By Ashley Gravatte, ADRC Program Specialist
The connection between music and memory has been studied for many years. Research has found that not only is music embedded deeply in our brains and helps to retrieve memory, it also helps to form pathways to new ones. Think back to your early school years and the number of songs used to help us memorize and recall information. Songs to help you learn your ABC’s or all of the US states in alphabetical order. We are born with an inherent connection to sound, melody, and rhythm that has been evolutionary.
When I worked at a skilled nursing facility in the Upper East Side of Manhattan, I worked with a man who was in the middle to late stages of Alzheimer’s disease. He was unable to communicate as he once did. He was not oriented to self, place, or time, but the moment I started playing “Stormy Weather” by Lena Horne he was instantaneously transported back to his days as a pianist at the Copacabana on E 60th street in NYC. Al would play “air piano” while a sang. He would tell me everything there was to know about the song. Who sang it, who wrote it, which notes I was playing incorrectly. One song led to another and another. Soon we had a portable keyboard right next to his bed and despite his inability to see or to recognize his loved ones he came alive when that part of his brain was activated. This enabled him to share beautiful moments of connection with his wife and children.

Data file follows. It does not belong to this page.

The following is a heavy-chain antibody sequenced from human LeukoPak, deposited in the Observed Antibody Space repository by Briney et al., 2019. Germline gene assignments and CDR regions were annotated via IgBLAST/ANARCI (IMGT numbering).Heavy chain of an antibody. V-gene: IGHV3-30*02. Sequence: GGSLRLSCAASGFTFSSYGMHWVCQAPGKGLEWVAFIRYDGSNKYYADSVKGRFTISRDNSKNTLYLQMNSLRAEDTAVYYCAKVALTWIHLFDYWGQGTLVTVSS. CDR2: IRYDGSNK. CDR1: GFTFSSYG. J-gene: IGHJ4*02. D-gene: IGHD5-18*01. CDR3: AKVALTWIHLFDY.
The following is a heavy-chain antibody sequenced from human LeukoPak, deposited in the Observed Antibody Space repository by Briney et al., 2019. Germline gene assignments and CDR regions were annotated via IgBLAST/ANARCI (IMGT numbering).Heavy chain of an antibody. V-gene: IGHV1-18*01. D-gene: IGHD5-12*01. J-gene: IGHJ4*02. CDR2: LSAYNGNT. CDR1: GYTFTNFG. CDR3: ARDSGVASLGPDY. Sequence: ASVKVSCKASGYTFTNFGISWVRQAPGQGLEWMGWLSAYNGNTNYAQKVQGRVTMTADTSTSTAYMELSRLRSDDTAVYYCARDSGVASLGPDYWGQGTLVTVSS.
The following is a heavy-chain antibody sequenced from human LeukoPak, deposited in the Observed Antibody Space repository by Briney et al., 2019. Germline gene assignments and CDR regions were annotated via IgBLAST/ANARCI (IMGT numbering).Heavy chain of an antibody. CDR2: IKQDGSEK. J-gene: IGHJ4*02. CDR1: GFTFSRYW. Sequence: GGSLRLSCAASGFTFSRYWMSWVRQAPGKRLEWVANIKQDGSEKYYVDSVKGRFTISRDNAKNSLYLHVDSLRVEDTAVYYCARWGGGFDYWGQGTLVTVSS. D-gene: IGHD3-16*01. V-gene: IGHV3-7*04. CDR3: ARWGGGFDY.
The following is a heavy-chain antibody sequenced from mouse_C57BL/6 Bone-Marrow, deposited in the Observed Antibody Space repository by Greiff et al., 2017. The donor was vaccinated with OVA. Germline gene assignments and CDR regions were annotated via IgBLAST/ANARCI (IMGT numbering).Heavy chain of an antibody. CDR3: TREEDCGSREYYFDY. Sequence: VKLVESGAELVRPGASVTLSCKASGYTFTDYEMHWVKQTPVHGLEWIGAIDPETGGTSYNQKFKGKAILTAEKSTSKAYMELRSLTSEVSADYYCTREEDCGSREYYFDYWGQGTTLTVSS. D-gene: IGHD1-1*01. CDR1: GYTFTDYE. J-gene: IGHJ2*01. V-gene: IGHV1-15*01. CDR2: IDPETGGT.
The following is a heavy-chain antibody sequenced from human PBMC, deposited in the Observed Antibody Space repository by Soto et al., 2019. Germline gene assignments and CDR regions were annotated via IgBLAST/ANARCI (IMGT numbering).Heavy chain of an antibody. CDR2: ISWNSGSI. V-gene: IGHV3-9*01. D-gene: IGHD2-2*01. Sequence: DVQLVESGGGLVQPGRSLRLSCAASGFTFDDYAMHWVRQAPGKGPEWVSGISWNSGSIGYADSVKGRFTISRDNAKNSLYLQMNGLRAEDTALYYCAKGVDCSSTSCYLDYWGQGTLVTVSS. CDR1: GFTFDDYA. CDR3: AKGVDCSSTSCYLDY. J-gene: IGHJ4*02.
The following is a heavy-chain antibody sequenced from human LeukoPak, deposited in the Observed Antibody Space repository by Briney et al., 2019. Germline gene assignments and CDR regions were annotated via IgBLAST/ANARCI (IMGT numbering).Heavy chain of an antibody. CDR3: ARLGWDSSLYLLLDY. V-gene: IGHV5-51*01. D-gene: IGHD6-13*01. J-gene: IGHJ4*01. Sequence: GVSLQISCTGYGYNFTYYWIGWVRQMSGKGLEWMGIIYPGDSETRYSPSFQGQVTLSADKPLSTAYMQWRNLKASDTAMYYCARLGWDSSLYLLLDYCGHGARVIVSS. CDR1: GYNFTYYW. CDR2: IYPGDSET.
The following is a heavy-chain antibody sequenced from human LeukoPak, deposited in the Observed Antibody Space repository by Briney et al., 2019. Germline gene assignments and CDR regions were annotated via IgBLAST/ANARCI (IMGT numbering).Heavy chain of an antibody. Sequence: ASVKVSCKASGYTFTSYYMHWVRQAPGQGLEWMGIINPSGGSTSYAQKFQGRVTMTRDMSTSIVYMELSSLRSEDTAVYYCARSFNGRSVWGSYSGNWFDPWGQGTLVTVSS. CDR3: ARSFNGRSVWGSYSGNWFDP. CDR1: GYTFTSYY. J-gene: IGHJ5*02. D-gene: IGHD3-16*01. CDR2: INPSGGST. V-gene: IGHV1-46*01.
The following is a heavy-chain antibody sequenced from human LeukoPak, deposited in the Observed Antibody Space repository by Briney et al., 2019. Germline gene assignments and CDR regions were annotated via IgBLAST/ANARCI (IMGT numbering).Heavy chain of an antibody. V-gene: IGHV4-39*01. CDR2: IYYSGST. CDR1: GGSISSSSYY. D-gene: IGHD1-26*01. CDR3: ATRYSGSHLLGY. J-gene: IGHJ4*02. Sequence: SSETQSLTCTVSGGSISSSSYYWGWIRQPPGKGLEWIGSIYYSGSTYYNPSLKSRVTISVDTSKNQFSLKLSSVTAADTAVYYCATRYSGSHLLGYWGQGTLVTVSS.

Music not only works for reminiscence but can help with reduction in stress, anxiety, depression and agitation. Music invites us to participate in meaningful social interactions or simply moving from one place to another with a fun rhythm. Studies have found that the part of the brain that preserves our memories related to music are often untouched by the disease and may never leave the person as the disease progresses.
A few simple ways to start using music with the person you are caring for could be by singing a very familiar song such as “You are My Sunshine” and leave space for them to finish a word, phrase, or verse. Try clapping or tapping a rhythm such as “Shave and a Haircut” and see if they will finish or echo the rhythm. Or simply play their favorite recorded music and share a memory you have associated with that song. When music is used as a means of connecting with our person living with dementia we meet them on a level far deeper than we can fathom.
Ashley Gravatte is the Program Specialist at ADRC, bringing more than ten years of experience in a variety of senior care settings. She holds a graduate certificate in music therapy and a bachelor’s of music from Boston Conservatory. Look for some exciting music-themed workshops from Ashley on our events calendar later this year! Contact Ashley at [email protected]